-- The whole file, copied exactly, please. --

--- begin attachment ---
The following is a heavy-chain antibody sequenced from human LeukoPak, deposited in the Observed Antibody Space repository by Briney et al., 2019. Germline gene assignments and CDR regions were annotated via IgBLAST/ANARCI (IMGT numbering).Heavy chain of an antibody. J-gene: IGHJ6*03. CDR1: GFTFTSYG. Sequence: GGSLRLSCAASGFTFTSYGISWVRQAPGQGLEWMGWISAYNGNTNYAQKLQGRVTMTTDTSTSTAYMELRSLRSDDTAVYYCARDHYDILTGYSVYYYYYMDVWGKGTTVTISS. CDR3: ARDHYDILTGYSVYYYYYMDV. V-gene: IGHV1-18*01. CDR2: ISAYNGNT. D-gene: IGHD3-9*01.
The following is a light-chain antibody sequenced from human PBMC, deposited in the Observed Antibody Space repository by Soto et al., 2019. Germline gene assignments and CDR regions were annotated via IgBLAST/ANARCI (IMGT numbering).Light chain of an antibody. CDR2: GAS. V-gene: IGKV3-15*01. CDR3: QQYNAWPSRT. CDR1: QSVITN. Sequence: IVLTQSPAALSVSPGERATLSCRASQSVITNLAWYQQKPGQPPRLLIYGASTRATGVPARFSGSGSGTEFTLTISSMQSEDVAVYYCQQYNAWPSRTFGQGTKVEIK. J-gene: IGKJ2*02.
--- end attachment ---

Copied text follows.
The following is a heavy-chain antibody sequenced from human LeukoPak, deposited in the Observed Antibody Space repository by Briney et al., 2019. Germline gene assignments and CDR regions were annotated via IgBLAST/ANARCI (IMGT numbering).Heavy chain of an antibody. J-gene: IGHJ6*03. CDR1: GFTFTSYG. Sequence: GGSLRLSCAASGFTFTSYGISWVRQAPGQGLEWMGWISAYNGNTNYAQKLQGRVTMTTDTSTSTAYMELRSLRSDDTAVYYCARDHYDILTGYSVYYYYYMDVWGKGTTVTISS. CDR3: ARDHYDILTGYSVYYYYYMDV. V-gene: IGHV1-18*01. CDR2: ISAYNGNT. D-gene: IGHD3-9*01.
The following is a light-chain antibody sequenced from human PBMC, deposited in the Observed Antibody Space repository by Soto et al., 2019. Germline gene assignments and CDR regions were annotated via IgBLAST/ANARCI (IMGT numbering).Light chain of an antibody. CDR2: GAS. V-gene: IGKV3-15*01. CDR3: QQYNAWPSRT. CDR1: QSVITN. Sequence: IVLTQSPAALSVSPGERATLSCRASQSVITNLAWYQQKPGQPPRLLIYGASTRATGVPARFSGSGSGTEFTLTISSMQSEDVAVYYCQQYNAWPSRTFGQGTKVEIK. J-gene: IGKJ2*02.